This is corporate open source done the right way. HP has benefited hugely from software freedom, bringing a highly capable and comprehensive product offering to market in a very short time. But unlike "open core" providers where the freedom stops with the vendor, HP seems to be leaving open source's four freedoms intact to benefit customers.
Restructuring around open source
That's why the changes I discovered from Robb and Evans were significant. In the past, the Open Source Program Office at HP has been distant from software product activity. Robb told me his role remains unchanged: coordinating open source engagements internally, representing HP in public activities, and ensuring a consistent approach from the various parts of HP's business that engage open source.
But the move into the legal team, together with the arrival of Evans, both seem to signal change led by HP CEO Meg Whitman. Perhaps because of her experiences using the flexibility and cost control that software freedom delivered to create eBay, Whitman is far more of an advocate of open source than her predecessors. That means Evans and Robb have executive cover to accompany their more central location in the company.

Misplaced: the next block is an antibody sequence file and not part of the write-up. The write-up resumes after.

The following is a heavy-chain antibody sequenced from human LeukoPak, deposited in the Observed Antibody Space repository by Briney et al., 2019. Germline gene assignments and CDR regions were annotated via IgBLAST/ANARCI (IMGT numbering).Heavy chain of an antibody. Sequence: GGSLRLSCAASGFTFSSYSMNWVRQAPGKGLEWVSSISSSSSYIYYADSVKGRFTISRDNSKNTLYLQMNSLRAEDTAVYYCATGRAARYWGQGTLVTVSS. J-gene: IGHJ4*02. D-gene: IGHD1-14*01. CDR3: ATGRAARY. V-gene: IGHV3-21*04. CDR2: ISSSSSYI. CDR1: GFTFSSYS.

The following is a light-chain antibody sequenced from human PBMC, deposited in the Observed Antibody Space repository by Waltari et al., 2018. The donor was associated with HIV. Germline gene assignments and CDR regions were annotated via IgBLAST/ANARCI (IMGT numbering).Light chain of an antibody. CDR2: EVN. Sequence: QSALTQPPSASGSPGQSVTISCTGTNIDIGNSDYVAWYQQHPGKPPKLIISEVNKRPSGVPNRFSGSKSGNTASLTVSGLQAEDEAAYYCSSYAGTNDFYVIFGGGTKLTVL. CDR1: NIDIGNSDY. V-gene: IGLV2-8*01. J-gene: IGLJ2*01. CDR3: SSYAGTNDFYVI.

For such a historically conservative company, HP has suffered more than its share of unhappiness. The fall of Mark Hurd followed swiftly by the amazing misappointment of Léo Apotheker and the seemingly random strategic changes he attempted have all dented confidence in HP's survival. While the marketing around HP Cloud wants us to believe the open source story, the way Whitman has overseen the rapid construction of a strong bench for open source leadership gives me far more confidence that there's real change afoot that may actually rescue HP.
This article, "Can open source save HP?," was originally published at InfoWorld.com. Read more of the Open Sources blog and follow the latest developments in open source at InfoWorld.com. For the latest business technology news, follow InfoWorld.com on Twitter.